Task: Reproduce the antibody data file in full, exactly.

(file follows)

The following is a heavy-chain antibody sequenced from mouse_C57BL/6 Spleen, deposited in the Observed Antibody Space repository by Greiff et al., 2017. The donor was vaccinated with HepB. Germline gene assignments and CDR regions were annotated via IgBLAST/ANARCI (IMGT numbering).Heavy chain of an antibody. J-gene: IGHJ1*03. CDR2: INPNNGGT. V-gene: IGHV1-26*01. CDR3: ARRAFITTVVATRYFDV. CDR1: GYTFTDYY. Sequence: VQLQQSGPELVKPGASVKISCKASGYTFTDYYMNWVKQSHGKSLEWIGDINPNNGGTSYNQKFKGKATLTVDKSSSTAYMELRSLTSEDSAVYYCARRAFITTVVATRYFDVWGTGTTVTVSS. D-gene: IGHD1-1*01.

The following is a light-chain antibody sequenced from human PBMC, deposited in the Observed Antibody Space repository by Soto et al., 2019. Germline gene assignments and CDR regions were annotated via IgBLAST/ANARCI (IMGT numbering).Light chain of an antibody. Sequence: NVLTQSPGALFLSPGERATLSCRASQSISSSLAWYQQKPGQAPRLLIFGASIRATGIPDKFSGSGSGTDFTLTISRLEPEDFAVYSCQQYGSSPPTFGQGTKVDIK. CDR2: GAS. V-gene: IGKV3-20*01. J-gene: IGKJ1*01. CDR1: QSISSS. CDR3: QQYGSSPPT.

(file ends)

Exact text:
The following is a heavy-chain antibody sequenced from mouse_C57BL/6 Spleen, deposited in the Observed Antibody Space repository by Greiff et al., 2017. The donor was vaccinated with HepB. Germline gene assignments and CDR regions were annotated via IgBLAST/ANARCI (IMGT numbering).Heavy chain of an antibody. J-gene: IGHJ1*03. CDR2: INPNNGGT. V-gene: IGHV1-26*01. CDR3: ARRAFITTVVATRYFDV. CDR1: GYTFTDYY. Sequence: VQLQQSGPELVKPGASVKISCKASGYTFTDYYMNWVKQSHGKSLEWIGDINPNNGGTSYNQKFKGKATLTVDKSSSTAYMELRSLTSEDSAVYYCARRAFITTVVATRYFDVWGTGTTVTVSS. D-gene: IGHD1-1*01.

The following is a light-chain antibody sequenced from human PBMC, deposited in the Observed Antibody Space repository by Soto et al., 2019. Germline gene assignments and CDR regions were annotated via IgBLAST/ANARCI (IMGT numbering).Light chain of an antibody. Sequence: NVLTQSPGALFLSPGERATLSCRASQSISSSLAWYQQKPGQAPRLLIFGASIRATGIPDKFSGSGSGTDFTLTISRLEPEDFAVYSCQQYGSSPPTFGQGTKVDIK. CDR2: GAS. V-gene: IGKV3-20*01. J-gene: IGKJ1*01. CDR1: QSISSS. CDR3: QQYGSSPPT.